Written by: Izzy
Have any of you noticed this trend in recent years of more post-black bands mixing in elements of post-hardcore, and vice versa? Harakiri For The Sky, Asunojokei, Cara Neir, Unfurl, Oathbreaker, Glassing, King Apathy, John The Void, Møl, they all do it, and as both a hardcore nerd and someone who's often annoyed by the stagnation of black metal due to the attitude of trve kvlt worship many bands have, it's a trend I've loved to see popping up.
I adore black metal, it's easily one of my favourite non-core genres, but post-black especially is where I get off, as you can likely tell by the Sunbather aesthetic plastered everywhere on my Instagram (@izzlesreviewvault yes I'm a self promoting shill.) I'm absolutely a sucker for any bands that know how to blend the heavy, melodic, emotional, and vicious aspects of the genre or experiment and mess with the genres aspects all together, and no one does that better than the post-black community. But despite my adoration for a good black metal album I'm not particularly active in the black metal community for, uhm... obvious reasons.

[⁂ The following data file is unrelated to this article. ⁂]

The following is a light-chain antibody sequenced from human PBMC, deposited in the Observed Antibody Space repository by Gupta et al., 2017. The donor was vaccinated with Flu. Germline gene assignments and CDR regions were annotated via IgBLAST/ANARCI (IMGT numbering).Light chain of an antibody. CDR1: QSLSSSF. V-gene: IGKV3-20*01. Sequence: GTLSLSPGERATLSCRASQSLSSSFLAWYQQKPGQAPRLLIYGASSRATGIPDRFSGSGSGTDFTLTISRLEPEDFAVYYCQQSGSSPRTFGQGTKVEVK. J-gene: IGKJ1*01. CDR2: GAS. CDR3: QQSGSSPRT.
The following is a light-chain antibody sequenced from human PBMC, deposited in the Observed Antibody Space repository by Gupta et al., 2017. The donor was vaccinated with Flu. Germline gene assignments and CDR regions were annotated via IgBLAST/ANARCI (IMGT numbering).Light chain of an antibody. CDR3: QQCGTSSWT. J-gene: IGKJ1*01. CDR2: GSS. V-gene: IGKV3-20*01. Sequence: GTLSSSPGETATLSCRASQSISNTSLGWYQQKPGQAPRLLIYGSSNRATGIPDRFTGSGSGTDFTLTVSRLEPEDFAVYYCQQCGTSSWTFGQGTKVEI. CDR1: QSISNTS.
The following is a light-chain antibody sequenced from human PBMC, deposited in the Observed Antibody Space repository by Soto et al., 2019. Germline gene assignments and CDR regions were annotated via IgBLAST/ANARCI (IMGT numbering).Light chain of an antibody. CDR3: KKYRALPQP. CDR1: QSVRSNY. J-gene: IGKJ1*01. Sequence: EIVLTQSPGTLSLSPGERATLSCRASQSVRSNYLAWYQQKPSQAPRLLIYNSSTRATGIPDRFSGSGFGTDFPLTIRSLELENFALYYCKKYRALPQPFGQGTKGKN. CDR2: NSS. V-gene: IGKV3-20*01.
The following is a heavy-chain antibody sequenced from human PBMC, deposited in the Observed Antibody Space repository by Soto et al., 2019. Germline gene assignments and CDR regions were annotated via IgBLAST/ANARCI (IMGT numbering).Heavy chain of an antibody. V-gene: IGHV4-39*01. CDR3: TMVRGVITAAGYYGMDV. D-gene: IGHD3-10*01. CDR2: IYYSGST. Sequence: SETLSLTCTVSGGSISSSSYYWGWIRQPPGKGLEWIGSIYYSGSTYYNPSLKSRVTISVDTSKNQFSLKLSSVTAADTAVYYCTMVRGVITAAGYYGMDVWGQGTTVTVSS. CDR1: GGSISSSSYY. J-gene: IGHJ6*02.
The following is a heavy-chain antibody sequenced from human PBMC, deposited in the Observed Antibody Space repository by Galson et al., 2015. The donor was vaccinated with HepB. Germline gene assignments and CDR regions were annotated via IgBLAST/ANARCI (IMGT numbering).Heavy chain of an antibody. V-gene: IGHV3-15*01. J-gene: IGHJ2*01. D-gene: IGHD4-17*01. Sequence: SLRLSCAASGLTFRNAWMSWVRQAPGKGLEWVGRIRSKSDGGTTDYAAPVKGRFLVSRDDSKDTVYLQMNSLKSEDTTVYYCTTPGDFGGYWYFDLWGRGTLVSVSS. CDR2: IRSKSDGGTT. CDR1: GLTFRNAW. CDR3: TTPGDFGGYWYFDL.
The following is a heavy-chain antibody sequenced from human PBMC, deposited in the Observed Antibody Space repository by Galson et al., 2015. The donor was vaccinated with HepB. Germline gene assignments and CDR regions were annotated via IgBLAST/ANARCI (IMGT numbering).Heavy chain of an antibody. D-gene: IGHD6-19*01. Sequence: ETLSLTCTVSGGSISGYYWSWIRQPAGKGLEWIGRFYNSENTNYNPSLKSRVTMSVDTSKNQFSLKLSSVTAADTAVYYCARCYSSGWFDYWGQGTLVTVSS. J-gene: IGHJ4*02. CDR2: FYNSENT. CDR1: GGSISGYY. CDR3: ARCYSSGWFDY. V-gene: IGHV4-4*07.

Here is a feature we slumbering scribes have dragged, kicking and screaming, back from the grave. A year back, desperate for some entertainment of the visual persuasion, we here at the Sleeping Village constructed ourselves a venue, of sorts--a public playhouse designed to house the raunchiest productions around. After a single feature presentation, however, said venue promptly fell into disuse and ruin. A shame, really, because in this world of underground metal, there are a good many videos worth checkin' out. Thus: now is the time for revitalization.
Push aside the cobwebs and vines, dear reader. Kick away the decaying ravens and piles of loam; the show is about to begin. Today, for your viewing pleasure, the Sleeping Village is pleased to present the music video for Belong, title track and lead single from L'Homme Absurde's forthcoming third album. It's a killer track and impressive video, and, before we get too far ahead of ourselves, I wholeheartedly recommend you watch for yourself:
Providing thoughtful reviews of music that is heavy, gloomy, and loud enough to wake us from slumber. Written by a groggy-eyed, highfalutin peasantry.